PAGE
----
Frequent readers will know that we have talked about Chinese drywall litigation and issues quite a bit here. One of the ugliest cases was a builder who proactively repaired drywall issues having its initial complaint against its insurers who did not provide a defense thrown out on motion to dismiss. The court originally found that the complaint failed to state a claim because the builder had not been sued and in essence the builder voluntarily made repair efforts in violation of the insurance policies.
Happily for Dragas, the court gave it leave to amend and it did so, alleging more facts regarding the threats of claims by home owners. Dragas’ claim has now officially survived a motion to dismiss. While this is far from a victory, it does provide a bit of comfort to builders that they are not simply stuck with no path forward for coverage unless sued.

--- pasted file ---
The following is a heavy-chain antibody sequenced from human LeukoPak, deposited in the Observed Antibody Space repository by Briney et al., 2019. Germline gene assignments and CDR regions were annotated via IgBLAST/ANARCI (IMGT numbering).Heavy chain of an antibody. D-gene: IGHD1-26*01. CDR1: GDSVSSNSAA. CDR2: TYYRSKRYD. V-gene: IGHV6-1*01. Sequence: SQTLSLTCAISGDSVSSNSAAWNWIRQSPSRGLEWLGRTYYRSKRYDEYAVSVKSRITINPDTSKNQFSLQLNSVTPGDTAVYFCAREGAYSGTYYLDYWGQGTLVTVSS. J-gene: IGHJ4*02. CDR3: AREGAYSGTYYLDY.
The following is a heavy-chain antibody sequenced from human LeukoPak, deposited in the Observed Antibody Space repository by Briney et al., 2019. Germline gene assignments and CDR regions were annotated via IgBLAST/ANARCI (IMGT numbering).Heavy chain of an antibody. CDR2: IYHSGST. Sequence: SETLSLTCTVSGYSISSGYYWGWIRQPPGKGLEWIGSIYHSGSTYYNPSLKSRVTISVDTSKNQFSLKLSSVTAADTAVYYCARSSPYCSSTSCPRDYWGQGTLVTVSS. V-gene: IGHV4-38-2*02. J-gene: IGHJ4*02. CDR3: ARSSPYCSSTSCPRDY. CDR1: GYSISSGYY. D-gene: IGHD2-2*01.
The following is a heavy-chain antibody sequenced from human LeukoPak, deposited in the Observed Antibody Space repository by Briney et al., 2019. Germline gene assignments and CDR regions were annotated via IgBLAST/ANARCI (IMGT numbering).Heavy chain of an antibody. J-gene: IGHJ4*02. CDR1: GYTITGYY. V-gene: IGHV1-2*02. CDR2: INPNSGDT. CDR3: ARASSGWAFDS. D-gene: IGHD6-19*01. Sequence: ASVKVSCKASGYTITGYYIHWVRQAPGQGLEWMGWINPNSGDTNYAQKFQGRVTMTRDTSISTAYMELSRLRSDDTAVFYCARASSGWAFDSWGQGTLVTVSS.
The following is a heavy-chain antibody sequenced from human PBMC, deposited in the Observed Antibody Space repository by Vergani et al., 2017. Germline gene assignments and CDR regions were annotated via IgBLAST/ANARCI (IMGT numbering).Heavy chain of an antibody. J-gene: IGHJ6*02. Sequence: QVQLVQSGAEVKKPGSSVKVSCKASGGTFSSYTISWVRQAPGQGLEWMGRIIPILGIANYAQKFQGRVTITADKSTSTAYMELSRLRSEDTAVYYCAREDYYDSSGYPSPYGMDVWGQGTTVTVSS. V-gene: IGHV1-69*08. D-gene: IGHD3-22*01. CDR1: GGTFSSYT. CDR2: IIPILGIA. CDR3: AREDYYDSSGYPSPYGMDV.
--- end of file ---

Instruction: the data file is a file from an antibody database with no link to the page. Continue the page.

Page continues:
Common sense and good policy certainly suggest that builders should be encouraged to solve problems rather than let them fester and worsen in the hope that they eventually get sued and an insurance policy is triggered. Virginia law, however, is driven by contract and statutory interpretation rather than equitable consideration of good policy by courts. Insurance coverage on construction projects is highly complex and poorly understood. Look forward to us engaging in further discussion of this important issue moving forward.